The Grandest Parade
Posted on : 22 March 2016
One of the most venerable traditions of the Sydney Royal Easter Show is the Grand Parade. First held in 1907, it's the most colourful livestock spectacle in the world and a masterpiece of organisation. Hundreds of animals and their handlers appear, along with other invited human champions.
The long procession enters the Main Arena and circles in complex patterns under the control of the Ringmaster. At a certain point, the Ringmaster blows a whistle for all to stand still. It's a photo opportunity and long-time tradition. The tradition goes back to the days of box Brownie cameras when moving subjects would not be in focus. The audience is always asked not to applaud for safety reasons. With hundreds of livestock all in together, the situation is potentially dangerous if animals are spooked. Keeping everything in order are the Greencoats, highly skilled stewards mounted on grey horses, most of whom have been doing the job for many years.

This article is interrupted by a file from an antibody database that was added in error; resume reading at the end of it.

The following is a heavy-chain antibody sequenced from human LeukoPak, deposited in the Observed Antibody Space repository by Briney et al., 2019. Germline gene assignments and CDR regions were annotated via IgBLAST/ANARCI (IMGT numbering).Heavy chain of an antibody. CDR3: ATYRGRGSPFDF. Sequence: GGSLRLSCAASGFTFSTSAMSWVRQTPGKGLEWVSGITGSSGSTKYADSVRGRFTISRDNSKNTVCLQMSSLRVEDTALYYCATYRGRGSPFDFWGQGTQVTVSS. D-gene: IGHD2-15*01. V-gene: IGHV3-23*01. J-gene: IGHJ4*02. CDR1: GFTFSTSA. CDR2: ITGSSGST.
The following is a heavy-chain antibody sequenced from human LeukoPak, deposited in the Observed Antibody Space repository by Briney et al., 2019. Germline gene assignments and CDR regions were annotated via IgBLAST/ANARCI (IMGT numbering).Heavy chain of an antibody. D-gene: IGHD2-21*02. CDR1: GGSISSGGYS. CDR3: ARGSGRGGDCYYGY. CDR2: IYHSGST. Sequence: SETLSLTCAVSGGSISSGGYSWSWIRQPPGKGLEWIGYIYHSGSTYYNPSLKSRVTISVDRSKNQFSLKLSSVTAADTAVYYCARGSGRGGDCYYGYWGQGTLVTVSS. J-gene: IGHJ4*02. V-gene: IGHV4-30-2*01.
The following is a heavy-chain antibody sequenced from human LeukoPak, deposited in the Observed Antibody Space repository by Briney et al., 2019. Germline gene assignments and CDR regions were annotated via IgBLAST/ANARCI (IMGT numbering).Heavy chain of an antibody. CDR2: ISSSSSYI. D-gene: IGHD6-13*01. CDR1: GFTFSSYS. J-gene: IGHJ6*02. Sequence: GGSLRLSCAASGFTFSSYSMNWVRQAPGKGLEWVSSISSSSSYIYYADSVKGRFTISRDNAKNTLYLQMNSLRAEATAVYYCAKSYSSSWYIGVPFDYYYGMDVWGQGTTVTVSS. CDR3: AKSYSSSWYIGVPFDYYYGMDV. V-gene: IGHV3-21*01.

The serpentine patterns alter little from year to year unless there is a special reason, as was the case in 1932 when the cattle were arranged to form the shape of the newly opened Sydney Harbour Bridge.
Three Grand Parades are held each year at the Show. While everyone is mindful of safety issues there are often pranks, like the time the Ringmaster called in the mounted police to breathalyse a group of judges and stewards on horseback.
Sydney's majestic ceremony soon became famous and Grand Parades on a smaller scale are now a part of many agricultural shows around Australia and overseas.
WORDS: Vicki Hastrich
(Published March 2016)